The answer, according to Perlmutter, was a resounding yes. "My view is that, while we think of Americans as not really having international experience, I had enormous faith in midwesterners' capacity to operate at the level of individual to individual," says Perlmutter, who has more than 30 years' experience consulting with firms that have taken their places in the global business community.
The conference architects determined that the first goal of the conference was to encourage managers to think of each other not as foreigners, but rather as business partners. The second goal was to give them the right amount of time and tools they needed to identify the company's challenges and create solutions to move Whirlpool's worldwide businesses forward.
But what did the participants really want to accomplish? What did they not want to see happen? What would make it a success in their eyes? If they were going to be the architects of a new global company, they might as well start by helping design the seminar by giving comments and suggestions. So nine months before the conference was to begin, the meeting planners asked them—all 140 of them.
"We wanted to ensure that this conference truly reflected the hopes and concerns of Whirlpool leaders worldwide," says Helton. "The only way of achieving that aim was to get out there and listen to what they had to tell us."
Interviews were scheduled with each conference delegate in the U.S. and in Europe, by members of the design team consisting of five American and six European managers, mostly from human resources. All information was confidentially gathered and stored on a database file which was fed back to the U.S. team via a direct computer link.
One delegate summed up the group's primary concern: "I want to be able to pick up the phone and discuss my problem with my colleague on the other side of the Atlantic. Today, I don't even know who he is."
Another manager focused on the other widespread concern: that the meeting shouldn't be a pep rally, without a solid focus. "The worst thing that can happen is that we all get wildly excited about the vision, but we leave without a clear idea of how we're going to turn it into reality."
Additional data from the delegates' input indicated that nothing should be left to chance. From the time Whirlpool executives arrived in Montreux to the time they left, each hour would be organized for each participant. Even seating assignments would be predetermined with an on-site, computer-generated "spreadseat" plan, so that individuals from various cultural backgrounds would sit next to each other and could mingle during lunch and dinner.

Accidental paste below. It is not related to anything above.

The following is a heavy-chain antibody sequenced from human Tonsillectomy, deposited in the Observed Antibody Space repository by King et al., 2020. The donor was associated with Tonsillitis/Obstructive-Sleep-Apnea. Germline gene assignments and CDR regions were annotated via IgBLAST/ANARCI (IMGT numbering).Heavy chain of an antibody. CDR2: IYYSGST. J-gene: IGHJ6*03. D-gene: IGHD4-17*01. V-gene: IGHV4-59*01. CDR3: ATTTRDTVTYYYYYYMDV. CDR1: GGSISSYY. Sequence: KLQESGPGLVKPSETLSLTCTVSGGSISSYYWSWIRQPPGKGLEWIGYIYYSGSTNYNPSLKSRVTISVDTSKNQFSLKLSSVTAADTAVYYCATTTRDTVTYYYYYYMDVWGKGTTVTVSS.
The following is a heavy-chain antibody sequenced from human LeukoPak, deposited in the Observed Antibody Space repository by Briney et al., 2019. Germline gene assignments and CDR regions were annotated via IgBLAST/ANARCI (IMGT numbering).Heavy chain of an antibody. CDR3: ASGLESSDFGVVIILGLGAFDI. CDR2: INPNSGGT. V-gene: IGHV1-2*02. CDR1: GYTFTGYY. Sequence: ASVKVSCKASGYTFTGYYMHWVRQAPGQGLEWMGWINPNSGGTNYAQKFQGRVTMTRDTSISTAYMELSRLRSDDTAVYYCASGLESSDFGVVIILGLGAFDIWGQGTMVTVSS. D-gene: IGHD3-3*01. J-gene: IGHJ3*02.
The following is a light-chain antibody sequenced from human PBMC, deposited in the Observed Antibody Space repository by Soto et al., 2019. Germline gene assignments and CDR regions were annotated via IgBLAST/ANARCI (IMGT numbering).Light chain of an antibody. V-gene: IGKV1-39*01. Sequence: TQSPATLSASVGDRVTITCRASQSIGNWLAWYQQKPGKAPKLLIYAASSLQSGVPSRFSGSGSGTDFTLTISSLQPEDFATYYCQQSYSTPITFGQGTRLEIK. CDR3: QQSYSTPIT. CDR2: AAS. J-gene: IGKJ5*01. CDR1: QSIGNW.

In some cases, European managers didn't know each other, although they had worked in the same company, so this also gave them an opportunity to put faces with names.
Encouraging a cultural mix between the managers during the meeting was crucial, although the conference designers knew they'd have hurdles to overcome. For example, the entire conference was conducted in English, although for 50% of the attendees, English was a second language. Delegates came from such countries as Sweden, France and Spain. It can be tiring for these individuals to listen to English all day, and their tendency usually is to take breaks with other managers who speak their native language.
"People gravitate to their own national backgrounds, or cultural cocoons," says Perlmutter. "They were told up front: 'Don't do that.'"
Although some non-native English speakers wanted to practice their English throughout the conference, others could get direct translations of speakers' presentations or any other materials through on-site interpreters in French, German, Italian or Spanish.
The conference plan might seem overly structured, but the result was just the opposite. Because managers didn't have to think about their every move, they were free to involve themselves in the true work of the conference—meeting, getting to know, and working with, their colleagues.
"That's what made this unique," says Dunn. "There are other companies that bring everybody together, have dinner and then go home. We made sure ours wasn't like that." Not only did managers have to attend, they had to participate. Because they had to put more into it, they got more out of it.
"If it had just been a let's-get-to-know-each-other conference, it wouldn't have been enough. I know you, you know me, but so what?" says Perlmutter. They also needed to focus on critical, problem- solving issues.
Each participant asked to attend four of five workshops on the topics of: